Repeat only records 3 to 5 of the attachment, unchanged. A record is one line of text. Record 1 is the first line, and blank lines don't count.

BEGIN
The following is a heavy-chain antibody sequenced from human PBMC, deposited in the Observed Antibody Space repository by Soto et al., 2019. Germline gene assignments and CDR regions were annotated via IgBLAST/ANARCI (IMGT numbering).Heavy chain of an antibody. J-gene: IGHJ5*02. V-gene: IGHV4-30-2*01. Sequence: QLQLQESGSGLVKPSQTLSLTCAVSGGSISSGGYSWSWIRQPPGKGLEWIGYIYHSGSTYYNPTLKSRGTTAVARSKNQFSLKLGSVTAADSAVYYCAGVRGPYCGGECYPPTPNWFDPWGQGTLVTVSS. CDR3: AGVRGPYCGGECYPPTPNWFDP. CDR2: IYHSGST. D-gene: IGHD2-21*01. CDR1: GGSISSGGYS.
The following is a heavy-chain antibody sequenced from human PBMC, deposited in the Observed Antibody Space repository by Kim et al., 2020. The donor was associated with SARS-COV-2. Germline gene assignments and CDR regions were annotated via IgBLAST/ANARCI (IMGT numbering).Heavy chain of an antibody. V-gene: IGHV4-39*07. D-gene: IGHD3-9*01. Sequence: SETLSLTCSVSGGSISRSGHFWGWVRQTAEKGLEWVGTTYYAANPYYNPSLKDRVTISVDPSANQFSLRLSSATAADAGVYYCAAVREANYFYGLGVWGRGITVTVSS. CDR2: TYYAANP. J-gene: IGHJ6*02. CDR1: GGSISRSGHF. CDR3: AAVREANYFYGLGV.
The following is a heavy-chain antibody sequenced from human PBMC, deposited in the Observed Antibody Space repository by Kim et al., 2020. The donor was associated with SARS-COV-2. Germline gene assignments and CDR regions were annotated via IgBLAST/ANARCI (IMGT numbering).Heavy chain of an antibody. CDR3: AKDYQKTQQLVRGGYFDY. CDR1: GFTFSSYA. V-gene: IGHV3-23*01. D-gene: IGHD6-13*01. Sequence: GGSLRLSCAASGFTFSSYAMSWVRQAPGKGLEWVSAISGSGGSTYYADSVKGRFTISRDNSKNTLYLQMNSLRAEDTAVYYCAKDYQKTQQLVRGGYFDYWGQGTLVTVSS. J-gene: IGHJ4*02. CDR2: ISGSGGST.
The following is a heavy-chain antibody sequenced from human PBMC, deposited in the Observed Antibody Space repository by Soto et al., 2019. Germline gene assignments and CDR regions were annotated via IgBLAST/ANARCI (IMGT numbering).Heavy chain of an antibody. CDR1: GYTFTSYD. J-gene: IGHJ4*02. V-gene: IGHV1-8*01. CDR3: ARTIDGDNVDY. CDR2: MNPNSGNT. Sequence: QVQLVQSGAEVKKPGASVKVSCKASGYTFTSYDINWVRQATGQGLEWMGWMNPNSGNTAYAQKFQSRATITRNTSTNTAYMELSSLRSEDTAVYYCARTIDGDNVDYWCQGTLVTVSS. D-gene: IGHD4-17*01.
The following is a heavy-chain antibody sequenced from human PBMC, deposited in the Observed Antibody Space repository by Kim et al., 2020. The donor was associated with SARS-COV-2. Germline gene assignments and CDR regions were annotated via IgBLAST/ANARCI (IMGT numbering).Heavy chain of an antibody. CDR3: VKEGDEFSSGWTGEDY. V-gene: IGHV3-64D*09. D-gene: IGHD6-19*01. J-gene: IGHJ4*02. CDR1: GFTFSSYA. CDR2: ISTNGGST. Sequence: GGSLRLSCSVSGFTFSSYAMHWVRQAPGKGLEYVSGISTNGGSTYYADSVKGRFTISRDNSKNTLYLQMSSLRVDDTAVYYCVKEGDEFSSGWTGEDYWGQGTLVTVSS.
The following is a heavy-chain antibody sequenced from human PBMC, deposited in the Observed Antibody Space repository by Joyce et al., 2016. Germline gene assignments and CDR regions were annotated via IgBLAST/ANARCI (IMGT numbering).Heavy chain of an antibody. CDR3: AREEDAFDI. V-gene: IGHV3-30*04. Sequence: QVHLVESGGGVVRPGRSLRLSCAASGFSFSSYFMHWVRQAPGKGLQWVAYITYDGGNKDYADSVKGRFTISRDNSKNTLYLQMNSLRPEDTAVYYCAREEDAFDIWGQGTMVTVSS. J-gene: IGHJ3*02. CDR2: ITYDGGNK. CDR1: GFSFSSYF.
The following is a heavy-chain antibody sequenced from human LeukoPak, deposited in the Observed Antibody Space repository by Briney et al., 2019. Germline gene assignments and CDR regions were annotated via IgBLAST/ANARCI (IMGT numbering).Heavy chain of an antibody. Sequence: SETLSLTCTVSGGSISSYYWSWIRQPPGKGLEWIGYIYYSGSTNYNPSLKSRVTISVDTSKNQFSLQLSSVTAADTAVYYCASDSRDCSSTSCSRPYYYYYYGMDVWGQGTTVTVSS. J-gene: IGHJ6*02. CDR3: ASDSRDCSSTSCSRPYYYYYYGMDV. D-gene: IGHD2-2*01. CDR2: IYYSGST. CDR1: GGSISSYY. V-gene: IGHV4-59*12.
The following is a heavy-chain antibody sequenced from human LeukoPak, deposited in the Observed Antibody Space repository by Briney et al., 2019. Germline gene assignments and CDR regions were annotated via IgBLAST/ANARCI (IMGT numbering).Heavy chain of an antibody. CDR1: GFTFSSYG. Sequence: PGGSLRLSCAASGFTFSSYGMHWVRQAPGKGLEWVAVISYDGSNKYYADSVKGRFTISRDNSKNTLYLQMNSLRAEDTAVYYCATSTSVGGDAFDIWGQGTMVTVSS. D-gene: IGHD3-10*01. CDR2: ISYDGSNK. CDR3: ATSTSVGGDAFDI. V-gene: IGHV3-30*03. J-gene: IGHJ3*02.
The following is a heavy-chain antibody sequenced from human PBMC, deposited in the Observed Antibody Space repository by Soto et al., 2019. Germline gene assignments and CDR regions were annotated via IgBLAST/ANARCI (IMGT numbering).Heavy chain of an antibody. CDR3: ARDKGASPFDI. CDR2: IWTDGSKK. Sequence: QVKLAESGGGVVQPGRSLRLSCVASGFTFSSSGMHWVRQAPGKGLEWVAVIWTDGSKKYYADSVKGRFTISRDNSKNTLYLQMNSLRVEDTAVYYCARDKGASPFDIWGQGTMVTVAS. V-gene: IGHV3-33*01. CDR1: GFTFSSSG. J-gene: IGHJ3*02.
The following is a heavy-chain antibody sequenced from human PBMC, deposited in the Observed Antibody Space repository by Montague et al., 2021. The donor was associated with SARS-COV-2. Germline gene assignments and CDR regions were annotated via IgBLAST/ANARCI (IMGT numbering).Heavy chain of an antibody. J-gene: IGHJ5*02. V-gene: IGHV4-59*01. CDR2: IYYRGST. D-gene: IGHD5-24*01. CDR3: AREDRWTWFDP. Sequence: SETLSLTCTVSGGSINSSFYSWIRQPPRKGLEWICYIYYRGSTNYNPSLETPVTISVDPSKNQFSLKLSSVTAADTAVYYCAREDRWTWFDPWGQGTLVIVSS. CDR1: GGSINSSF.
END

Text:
The following is a heavy-chain antibody sequenced from human PBMC, deposited in the Observed Antibody Space repository by Kim et al., 2020. The donor was associated with SARS-COV-2. Germline gene assignments and CDR regions were annotated via IgBLAST/ANARCI (IMGT numbering).Heavy chain of an antibody. CDR3: AKDYQKTQQLVRGGYFDY. CDR1: GFTFSSYA. V-gene: IGHV3-23*01. D-gene: IGHD6-13*01. Sequence: GGSLRLSCAASGFTFSSYAMSWVRQAPGKGLEWVSAISGSGGSTYYADSVKGRFTISRDNSKNTLYLQMNSLRAEDTAVYYCAKDYQKTQQLVRGGYFDYWGQGTLVTVSS. J-gene: IGHJ4*02. CDR2: ISGSGGST.
The following is a heavy-chain antibody sequenced from human PBMC, deposited in the Observed Antibody Space repository by Soto et al., 2019. Germline gene assignments and CDR regions were annotated via IgBLAST/ANARCI (IMGT numbering).Heavy chain of an antibody. CDR1: GYTFTSYD. J-gene: IGHJ4*02. V-gene: IGHV1-8*01. CDR3: ARTIDGDNVDY. CDR2: MNPNSGNT. Sequence: QVQLVQSGAEVKKPGASVKVSCKASGYTFTSYDINWVRQATGQGLEWMGWMNPNSGNTAYAQKFQSRATITRNTSTNTAYMELSSLRSEDTAVYYCARTIDGDNVDYWCQGTLVTVSS. D-gene: IGHD4-17*01.
The following is a heavy-chain antibody sequenced from human PBMC, deposited in the Observed Antibody Space repository by Kim et al., 2020. The donor was associated with SARS-COV-2. Germline gene assignments and CDR regions were annotated via IgBLAST/ANARCI (IMGT numbering).Heavy chain of an antibody. CDR3: VKEGDEFSSGWTGEDY. V-gene: IGHV3-64D*09. D-gene: IGHD6-19*01. J-gene: IGHJ4*02. CDR1: GFTFSSYA. CDR2: ISTNGGST. Sequence: GGSLRLSCSVSGFTFSSYAMHWVRQAPGKGLEYVSGISTNGGSTYYADSVKGRFTISRDNSKNTLYLQMSSLRVDDTAVYYCVKEGDEFSSGWTGEDYWGQGTLVTVSS.